So far, I've had some terrific reviews and ratings on Goodreads.com, and two excellent reviews on Amazon.com. And then I got these: ( Cut for length and O.o )
So far, I've had some terrific reviews and ratings on Goodreads.com, and two excellent reviews on Amazon.com. And then I got these: ( Cut for length and O.o )
So, yeah. Marvel's Agents of S.H.I.E.L.D., guys. Last night was episode three of the new season, and while I wasn't exactly surprised at yet more murky morality, three episodes in and it's already murky enough that it's hard to see. Like when you're in a vault.
Such as this one:
Check it, O, best-beloveds--this is the door leading down the dark, narrow staircase that goes to the dark, dark, basement, where our remnants of S.H.I.E.L.D. are now keeping their prisoners like fetishists in a Tarantino movie. Coulson even refers to them as 'Assets', which is in no way creepy or dehumanizing. (Though to be fair, I guess he can't use 'consultant' since it's probably not a volunteer position.)
The prisoners do get a bed, which is nice. But as far as I can tell, if they're not being interrogated the room is kept soundless and dark, and it's about three and a half meters wide and maybe five meters long. Larger than my kid's bedroom for sure, but he has a nightlight and a window. And he can also, you know, leave.
Naturally, I couldn't help but be reminded of this:
The Winter Soldier, in all of his shirtless, woobie glory, being kept in a vault like a particularly important document. Now he's in a bank vault, because Hydra is classy like that. But it's still, y'know, a vault. Like S.H.I.E.L.D.'s, only with actual overhead lighting. And it's used pretty much for the same purpose as S.H.I.E.L.D.'s vault. Oops.
I'm assuming S.H.I.E.L.D. isn't going for the horrifically painful memory-wiping. Yet. But I have a feeling that being treated like a hamster in an aquarium (but without the adorable plastic wheel) would count as torture too.
These are not comfortable similarities, my darlings. They're especially uncomfortable when coupled with S.H.I.E.L.D.'s new willingness to go for culling rather than trap and tag, so to speak. This ep, they went after someone ostensibly to rescue them from Hydra, but it became evident very early on that the 'rescue' part wasn't the priority. The actual priority was, 'if we can't have 'em, no one can,' like a psychotic ex-boyfriend. Or like Hydra, which had the exact same agenda.
And yet, it's not even either of these things--the hamster cages or the culling--which make me go, O.o, so much as the seeming casualness with which it's done. Yes, I'd like to see a little remorse among my heroes, beyond the expected 'gee, I just killed someone' moment. I'd like to see some reluctance, some unhappiness with the way things go down, even if there was truly no other option besides vaults and bloodshed. Hell, I'd really like other options to be overtly considered.
Nick Fury himself said that S.H.I.E.L.D. was founded to save people, because everyone is worth saving. But S.H.I.E.L.D. doesn't seem to be doing much saving anymore. This isn't the S.H.I.E.L.D. who talked Mike Peterson down from literally going ballistic when it would've been far safer and easier to kill him; this S.H.I.E.L.D. would've put him down to make sure Hydra didn't get their hands on him first. And that's a bit too much like what Hydra itself would do. And when the good guys are just the same as the bad guys, then what's the point?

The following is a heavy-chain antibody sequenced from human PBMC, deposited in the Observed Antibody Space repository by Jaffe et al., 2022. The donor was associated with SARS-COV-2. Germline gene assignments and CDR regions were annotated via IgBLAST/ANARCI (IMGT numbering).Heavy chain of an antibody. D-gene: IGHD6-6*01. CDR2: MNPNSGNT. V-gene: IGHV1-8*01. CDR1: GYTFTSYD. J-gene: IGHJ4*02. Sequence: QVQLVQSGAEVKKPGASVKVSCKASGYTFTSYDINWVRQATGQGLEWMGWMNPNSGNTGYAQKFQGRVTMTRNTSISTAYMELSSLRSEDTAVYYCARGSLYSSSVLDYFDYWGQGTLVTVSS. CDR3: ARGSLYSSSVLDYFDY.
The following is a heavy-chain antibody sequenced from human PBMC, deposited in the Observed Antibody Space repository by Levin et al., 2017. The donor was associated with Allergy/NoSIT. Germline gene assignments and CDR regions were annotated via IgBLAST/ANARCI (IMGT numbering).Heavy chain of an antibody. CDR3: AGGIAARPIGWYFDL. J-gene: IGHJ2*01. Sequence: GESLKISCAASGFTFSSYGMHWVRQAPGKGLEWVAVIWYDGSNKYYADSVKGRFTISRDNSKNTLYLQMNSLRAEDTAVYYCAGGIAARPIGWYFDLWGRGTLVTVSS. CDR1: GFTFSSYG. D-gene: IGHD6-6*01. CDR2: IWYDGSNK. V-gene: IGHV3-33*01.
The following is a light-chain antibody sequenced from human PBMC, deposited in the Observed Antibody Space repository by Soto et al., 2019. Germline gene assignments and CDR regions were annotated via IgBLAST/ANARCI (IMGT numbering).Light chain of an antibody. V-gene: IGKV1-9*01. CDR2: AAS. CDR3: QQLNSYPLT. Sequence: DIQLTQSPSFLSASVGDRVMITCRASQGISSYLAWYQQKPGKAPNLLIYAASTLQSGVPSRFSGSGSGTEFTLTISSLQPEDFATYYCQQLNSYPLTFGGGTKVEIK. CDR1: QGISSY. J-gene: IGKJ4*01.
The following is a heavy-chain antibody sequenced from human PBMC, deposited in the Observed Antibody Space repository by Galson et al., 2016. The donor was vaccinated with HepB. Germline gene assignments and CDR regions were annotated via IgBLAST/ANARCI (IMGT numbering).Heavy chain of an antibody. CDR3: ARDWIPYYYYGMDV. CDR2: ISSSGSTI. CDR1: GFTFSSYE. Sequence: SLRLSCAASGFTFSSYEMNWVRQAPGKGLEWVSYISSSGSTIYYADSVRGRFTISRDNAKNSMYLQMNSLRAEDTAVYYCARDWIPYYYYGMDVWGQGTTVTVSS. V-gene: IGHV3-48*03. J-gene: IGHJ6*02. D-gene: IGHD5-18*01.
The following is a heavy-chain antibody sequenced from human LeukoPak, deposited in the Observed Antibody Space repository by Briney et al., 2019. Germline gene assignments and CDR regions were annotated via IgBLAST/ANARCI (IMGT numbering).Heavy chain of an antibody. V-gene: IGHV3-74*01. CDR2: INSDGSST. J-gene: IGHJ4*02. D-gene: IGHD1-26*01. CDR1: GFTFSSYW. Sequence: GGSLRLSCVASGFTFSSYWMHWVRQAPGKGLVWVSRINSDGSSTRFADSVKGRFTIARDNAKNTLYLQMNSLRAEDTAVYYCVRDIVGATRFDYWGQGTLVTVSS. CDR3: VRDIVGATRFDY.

If I had to choose, I'd of course take the hamster cage over the agonizing mind-wipe, but I shouldn't have to choose the lesser of two evils. There shouldn't be two evils--just one evil, with many heads.
And sure, sometimes it takes a monster to defeat a monster. Except S.H.I.E.L.D. wasn't supposed to be about monsters; it was supposed to be about heroes. But I've watched three episodes of the new season so far, and I'm still waiting to find them.
Holding out, if you will, for the heroes. Or at least I'll hold out for a few more episodes. But when you're in a vault, it's hard to know it's the end of the night.
Marvel's Agents of S.H.I.E.L.D. screen capture from screencapped.net
Now, I readily admit that the basis for my hypothesis is pretty thin (compelling argument though it is, the loss of NASA's Mars Orbiter due to engineers using imperial units instead of metric happened way back in 1999). But when I come across conversion errors, they tend to be kind of mind-boggling.
Like the sci-fi book I read some years ago, where the narrator was describing that 18 degrees Celsius was cold enough for his breath to mist. That's around 64 Fahrenheit, which is definitely too warm for ice crystals. Unless the author actually meant 18 degrees kelvin, which is -255 C or -427 F, in which case, yes. Definitely breath misting. And a much shorter novel due to the protagonist instantly freezing to death.
Admittedly, that novel was also published in the 90s, when dinosaurs roamed the Earth and you couldn't just type '18 degrees C in F' and get an instant answer. But in 2012, there was no excuse for messing up the metric versus imperial thing. And yet, the sci-fi novel I'm currently reading was first published in 2012, and messed it up within the first few pages.
Overall, I've been enjoying Gravitational Attraction by Angel Martinez immensely. Unlike loads of other M/M novels, there are very cool female characters in it, and the main character isn't white. And so far the plot's compelling with H/C in spades (which, you may remember, I love like kittens).